Season finale will determine the Rolex Series champions
The leaders in the GRAND-AM Rolex Sports Car Series can’t rest on their laurels as anything can happen at Lime Rock.
Wayne Taylor Racing's Max Angelelli and Jordan Taylor, having beaten the defending DP champions in consecutive starts, are eight points up on Chip Ganassi Racing with Felix Sabates' Scott Pruett and Memo Rojas. Ganassi, however, holds an 11-point advantage over WTR for the team title.
Andy Lally and John Potter finally made it to the top tier of the podium at Mazda Raceway Laguna Seca, giving the Magnus Racing pair a similar, eight-point lead over Scuderia Corsa's Alessandro Balzan.
Dr. Jim Norman, who hasn't finished below second place in the GX category, is 11 points ahead of Joel Miller.
Anything can happen at Lime Rock – a tight, 1.5-mile, seven-turn layout.
"In GRAND-AM, nothing is safe until we see the checkered flag," said Angelelli, who won the 2005 GRAND-AM title with team owner Wayne Taylor. "It's certainly a nice position that we are in but anything can happen in the race on any given weekend.
"I will personally be playing it conservatively and this is what I have been doing so far since I began qualifying and starting the races.
"But bear in mind that you can only be conservative if you have your opponents under control and behind you. A lot of what actually happens will be determined by where we qualify and how the early part of the race plays out."
His co-driver, Jordan Taylor, is rightfully concerned about how traffic could affect the outcome.
"There will most likely be some fireworks because it's a difficult place to pass – especially going through GT traffic," the next generation driver said. "I think you'll see some desperate guys making some desperate moves trying to win the championship. It's definitely a track that promotes a bit of rubbing and racing so it'll be a good one for the fans.
"I think we go into Lime Rock … just looking to beat the guys we're actually racing for the championship and not get caught up in a race that's going to hurt us in the long run."
Porsche had not won a GT race in 2013 until Potter and Lally raced the No. 44 car to victory at Mazda Raceway. The two have finished sixth or better in all but one race with consistency possibly paving the way to Magnus Racing's first Rolex Series title.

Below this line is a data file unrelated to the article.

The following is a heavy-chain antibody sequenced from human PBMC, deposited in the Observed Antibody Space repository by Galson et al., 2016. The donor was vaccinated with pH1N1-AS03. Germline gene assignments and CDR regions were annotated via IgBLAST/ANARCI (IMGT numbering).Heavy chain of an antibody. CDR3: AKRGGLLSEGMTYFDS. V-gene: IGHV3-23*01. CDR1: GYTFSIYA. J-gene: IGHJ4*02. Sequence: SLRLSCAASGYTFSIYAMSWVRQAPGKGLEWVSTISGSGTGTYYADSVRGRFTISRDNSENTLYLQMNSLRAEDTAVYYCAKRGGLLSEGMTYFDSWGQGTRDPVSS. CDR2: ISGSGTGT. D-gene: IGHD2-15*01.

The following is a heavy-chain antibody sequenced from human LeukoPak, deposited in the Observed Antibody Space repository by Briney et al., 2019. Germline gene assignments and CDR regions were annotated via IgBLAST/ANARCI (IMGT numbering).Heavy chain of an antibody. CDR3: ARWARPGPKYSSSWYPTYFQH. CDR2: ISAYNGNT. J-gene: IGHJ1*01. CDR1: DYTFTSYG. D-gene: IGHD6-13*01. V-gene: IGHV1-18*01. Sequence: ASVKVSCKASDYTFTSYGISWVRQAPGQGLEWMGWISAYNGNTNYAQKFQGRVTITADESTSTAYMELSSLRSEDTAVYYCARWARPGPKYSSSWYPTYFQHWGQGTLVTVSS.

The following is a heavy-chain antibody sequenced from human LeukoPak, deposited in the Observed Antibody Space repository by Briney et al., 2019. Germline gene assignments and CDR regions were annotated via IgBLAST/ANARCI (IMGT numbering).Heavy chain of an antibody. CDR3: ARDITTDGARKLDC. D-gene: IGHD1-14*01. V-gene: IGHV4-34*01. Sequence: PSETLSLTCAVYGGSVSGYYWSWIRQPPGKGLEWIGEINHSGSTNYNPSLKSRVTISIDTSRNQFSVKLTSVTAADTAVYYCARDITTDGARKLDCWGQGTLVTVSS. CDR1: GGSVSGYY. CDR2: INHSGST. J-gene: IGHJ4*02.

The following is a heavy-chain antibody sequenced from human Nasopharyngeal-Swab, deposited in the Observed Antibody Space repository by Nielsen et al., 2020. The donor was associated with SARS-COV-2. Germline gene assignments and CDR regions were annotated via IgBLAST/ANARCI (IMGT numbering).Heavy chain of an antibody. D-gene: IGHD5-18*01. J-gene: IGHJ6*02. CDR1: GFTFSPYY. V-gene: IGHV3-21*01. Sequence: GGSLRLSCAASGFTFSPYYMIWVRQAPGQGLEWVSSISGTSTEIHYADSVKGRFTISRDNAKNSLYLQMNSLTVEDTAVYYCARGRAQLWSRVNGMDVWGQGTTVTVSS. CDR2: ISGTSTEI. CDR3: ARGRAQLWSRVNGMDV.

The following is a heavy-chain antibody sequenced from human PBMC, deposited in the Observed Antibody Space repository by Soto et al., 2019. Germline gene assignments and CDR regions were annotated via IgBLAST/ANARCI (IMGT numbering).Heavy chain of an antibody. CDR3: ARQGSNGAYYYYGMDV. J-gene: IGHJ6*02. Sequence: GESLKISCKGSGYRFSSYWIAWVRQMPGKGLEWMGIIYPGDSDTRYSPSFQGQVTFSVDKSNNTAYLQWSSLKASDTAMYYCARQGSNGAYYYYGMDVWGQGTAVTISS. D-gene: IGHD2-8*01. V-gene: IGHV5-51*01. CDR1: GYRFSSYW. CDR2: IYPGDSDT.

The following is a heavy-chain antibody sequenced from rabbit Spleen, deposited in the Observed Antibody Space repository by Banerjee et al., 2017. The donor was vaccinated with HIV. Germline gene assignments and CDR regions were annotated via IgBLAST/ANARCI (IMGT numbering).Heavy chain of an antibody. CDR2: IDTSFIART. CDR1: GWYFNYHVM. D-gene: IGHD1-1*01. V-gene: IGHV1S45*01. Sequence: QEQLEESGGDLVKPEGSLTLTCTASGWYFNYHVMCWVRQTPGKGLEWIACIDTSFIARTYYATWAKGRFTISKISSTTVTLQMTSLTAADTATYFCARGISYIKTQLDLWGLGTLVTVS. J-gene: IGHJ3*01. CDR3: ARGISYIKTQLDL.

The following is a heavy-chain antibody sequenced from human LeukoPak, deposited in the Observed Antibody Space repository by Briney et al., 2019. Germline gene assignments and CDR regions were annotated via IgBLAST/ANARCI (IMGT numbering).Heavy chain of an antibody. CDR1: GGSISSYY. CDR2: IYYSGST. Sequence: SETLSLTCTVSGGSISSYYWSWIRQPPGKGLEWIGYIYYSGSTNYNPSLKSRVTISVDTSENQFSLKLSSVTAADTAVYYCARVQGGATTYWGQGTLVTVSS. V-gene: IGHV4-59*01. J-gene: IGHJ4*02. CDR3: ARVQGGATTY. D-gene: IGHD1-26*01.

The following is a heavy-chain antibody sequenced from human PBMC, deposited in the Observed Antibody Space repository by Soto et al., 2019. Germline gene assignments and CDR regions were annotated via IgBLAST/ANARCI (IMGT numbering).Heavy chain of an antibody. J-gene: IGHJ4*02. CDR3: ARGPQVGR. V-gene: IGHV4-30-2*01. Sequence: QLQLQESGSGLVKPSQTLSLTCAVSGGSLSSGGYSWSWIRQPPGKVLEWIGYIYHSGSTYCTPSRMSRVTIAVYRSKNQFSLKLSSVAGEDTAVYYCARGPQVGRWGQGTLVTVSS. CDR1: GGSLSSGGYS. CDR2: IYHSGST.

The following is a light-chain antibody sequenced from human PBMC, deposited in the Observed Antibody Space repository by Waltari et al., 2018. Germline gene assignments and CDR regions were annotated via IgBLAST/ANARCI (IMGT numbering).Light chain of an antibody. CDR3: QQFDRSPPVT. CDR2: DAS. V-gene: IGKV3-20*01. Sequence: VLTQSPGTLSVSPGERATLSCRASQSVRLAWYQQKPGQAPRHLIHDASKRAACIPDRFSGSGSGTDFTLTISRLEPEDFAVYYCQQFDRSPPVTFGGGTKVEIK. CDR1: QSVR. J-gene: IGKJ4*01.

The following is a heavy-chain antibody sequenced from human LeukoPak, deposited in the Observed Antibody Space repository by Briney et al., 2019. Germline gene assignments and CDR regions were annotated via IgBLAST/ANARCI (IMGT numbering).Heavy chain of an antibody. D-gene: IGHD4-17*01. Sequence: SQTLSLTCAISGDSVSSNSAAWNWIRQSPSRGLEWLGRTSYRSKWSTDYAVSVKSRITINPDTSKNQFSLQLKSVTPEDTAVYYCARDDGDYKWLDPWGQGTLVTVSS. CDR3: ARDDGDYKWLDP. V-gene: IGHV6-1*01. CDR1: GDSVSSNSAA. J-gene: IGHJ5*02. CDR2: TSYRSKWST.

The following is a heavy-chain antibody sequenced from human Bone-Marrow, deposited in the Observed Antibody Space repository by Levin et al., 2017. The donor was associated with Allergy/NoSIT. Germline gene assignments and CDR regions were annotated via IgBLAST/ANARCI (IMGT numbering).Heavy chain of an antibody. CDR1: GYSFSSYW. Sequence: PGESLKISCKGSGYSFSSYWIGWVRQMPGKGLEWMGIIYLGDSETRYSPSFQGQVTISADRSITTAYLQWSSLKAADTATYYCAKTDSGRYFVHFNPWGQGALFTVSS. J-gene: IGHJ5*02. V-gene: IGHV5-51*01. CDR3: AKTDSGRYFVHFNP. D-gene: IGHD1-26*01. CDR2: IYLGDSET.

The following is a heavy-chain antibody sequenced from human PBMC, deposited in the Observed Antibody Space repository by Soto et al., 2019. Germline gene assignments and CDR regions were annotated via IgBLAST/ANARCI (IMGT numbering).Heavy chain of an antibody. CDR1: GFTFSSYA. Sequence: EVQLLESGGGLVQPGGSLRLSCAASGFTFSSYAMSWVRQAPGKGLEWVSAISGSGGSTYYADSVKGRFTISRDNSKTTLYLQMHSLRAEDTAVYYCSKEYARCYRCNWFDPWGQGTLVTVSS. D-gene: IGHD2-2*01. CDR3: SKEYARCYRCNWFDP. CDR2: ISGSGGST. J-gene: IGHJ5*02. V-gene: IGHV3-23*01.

"The team has been unbelievably strong with their race preparation, their pit stops and strategy," said Lally, a three-time Rolex Series champion most recently in 2006. "Honestly, nothing will change for Lime Rock in that sense. We can't play 'prevent' with the point gap right now.
"This might be the biggest race in the history of the team and everybody is just keeping their heads down to run it exactly as they've been doing."
Potter is under no illusion that it will be an easy race, perhaps recalling last year's event.
"We had the lead right up until the end and it all went south with two laps to go," he said. "We can't afford to take any big risks but at the same time we need to focus on the podium. It's the only way to make sure we can walk away with the championship."
Dr. Jim Norman, a 54-year-old Tampa, Fla. surgeon, can hoist his first championship trophy by competing 30 minutes, the minimum required to score points based on the number of expected class entries. He shared the winning GX Porsche Cayman in this year's Rolex 24 and added two more victories before eight consecutive runner-up finishes.
"The Cayman has been pretty reliable but we haven't been quite as fast as the Mazdas," said Dr. Norman. "We've been consistent and haven't made any big mistakes."